Contract Balances—Following the completion of an auction or private sale, we invoice the buyer for the aggregate purchase price of the property, which includes our buyer's premium or private sale commission, as well as any applicable taxes and royalties. The amount owed by the buyer is recorded within Accounts Receivable, and the amount of net sale proceeds due to the seller is recorded within Client Payables. Upon collection from the buyer, we are obligated to remit the net proceeds to the seller after deducting our commissions and related fees, as well as any applicable taxes and royalties, which are ultimately paid to the appropriate taxing authority or royalty association.
Under our standard auction payment terms, the purchase price is due from the buyer no more than 30 days after the sale date, with the net proceeds due to the consignor 35 days after the sale date. For private sales, payment from the buyer is typically due on the sale date, with the net sale proceeds due to the consignor shortly thereafter. We also sometimes provide extended payment terms to an auction or private sale buyer. For auctions, the extent to which extended payment terms are provided can vary considerably from selling season to selling season. Extended payment terms typically extend the payment due date to a date that is no longer than one year from the sale date. In limited circumstances, the payment due date may be extended to a date that is beyond one year from the sale date. When providing extended payment terms, we attempt to match the timing of cash receipt from the buyer with the timing of our payment to the consignor, but are not always successful in doing so. All extended payment term arrangements are approved by management under our internal corporate governance policy.

18



In the limited circumstances when the buyer's payment due date is extended to a date that is beyond one year from the sale date, if the seller does not provide matched payment terms (i.e., we pay the seller before receiving payment from the buyer), the receivable balance is reclassified from Accounts Receivable to Notes Receivable on our Condensed Consolidated Balance Sheets. See Note 5 for information on Agency segment Notes Receivable.
When the buyer's due date is extended to a date that is one year or less from the sale date, as a practical expedient, we do not record a discount to our commission to account for the effects of the financing component. However, in the limited circumstances when the buyer's due date is extended to a date that is beyond one year from the sale date, we record a discount to our commission revenue to reflect the financing component, if material.
The table below summarizes the balances related to our contracts with customers as of and for the nine months ended September 30, 2018 and 2017 (in thousands of dollars):
 
 
September 30,
2018
 
September 30,
2017
Accounts Receivable
 

 

Balance as of beginning of period
 
$
783,706

 
$
424,418

Balance as of end of period
 
$
599,681

 
$
442,111

(Decrease)/increase
 
$
(184,025
)
 
$
17,693

Client Payables
 
 
 
 
Balance as of beginning of period
 
$
996,197

 
$
511,876

Balance as of end of period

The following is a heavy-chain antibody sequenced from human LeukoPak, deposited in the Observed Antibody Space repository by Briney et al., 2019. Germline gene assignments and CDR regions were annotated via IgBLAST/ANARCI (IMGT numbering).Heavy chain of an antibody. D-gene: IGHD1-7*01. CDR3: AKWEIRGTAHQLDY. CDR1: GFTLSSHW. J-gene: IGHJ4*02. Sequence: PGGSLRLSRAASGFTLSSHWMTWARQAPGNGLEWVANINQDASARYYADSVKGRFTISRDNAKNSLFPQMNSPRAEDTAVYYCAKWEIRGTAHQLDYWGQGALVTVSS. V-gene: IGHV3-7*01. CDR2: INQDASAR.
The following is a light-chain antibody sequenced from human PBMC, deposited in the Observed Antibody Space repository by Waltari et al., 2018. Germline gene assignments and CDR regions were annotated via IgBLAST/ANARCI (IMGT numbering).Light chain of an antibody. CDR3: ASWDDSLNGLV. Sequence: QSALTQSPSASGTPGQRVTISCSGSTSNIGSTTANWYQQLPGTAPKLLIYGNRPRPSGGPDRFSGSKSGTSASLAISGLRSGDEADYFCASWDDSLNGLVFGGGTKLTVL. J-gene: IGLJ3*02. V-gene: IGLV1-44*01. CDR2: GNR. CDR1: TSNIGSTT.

$
627,466

 
$
376,108

Decrease
 
$
(368,731
)
 
$
(135,768
)
The balances of Accounts Receivable presented in the table above relate almost entirely to amounts due from auction and private sale buyers. To a much lesser extent, they also include amounts owed to us in relation to our advisory services and brand licensing activities. Interest and related fees due to SFS, which are recorded within Accounts Receivable on our Condensed Consolidated Balance Sheets, are excluded from this table because they are not considered to be contract balances under ASC 606.
The net decreases in Accounts Receivable and Client Payables during the nine months ended September 30, 2018 are largely the result of auction sale proceeds that have been collected from buyers and remitted to sellers. The net changes in Accounts Receivable and Client Payables during the nine months ended September 30, 2017 were largely attributable to the funding of certain consignor settlements prior to collecting from buyers. When compared to September 30, 2017, the increases in Accounts Receivable and Client Payables as of September 30, 2018 are principally due to the higher levels of auction and private sales through the third quarter of 2018, a decrease in early consignor settlements (as discussed in the following paragraph), and the general timing of buyer and consignor settlements.
In certain instances, and subject to management approval under our internal corporate governance policy, we may pay the net sale proceeds to the seller before payment is collected from the buyer and/or we may allow the buyer to take possession of the property before making payment. In situations when the buyer takes possession of the property before making payment, we are liable to the seller for the net sales proceeds whether or not the buyer makes payment. As of September 30, 2018, December 31, 2017, and September 30, 2017, Accounts Receivable included $47.2 million, $92.1 million, and $144.9 million, respectively, related to situations when we paid the seller all or a portion of the net sales proceeds before payment was collected from the buyer. As of September 30, 2018, December 31, 2017, and September 30, 2017, Accounts Receivable (net) also included $12 million, $53.8 million, and $16.4 million, respectively, related to situations when we allowed the buyer to take possession of the property before making payment.
Deferred revenue balances are generally not material.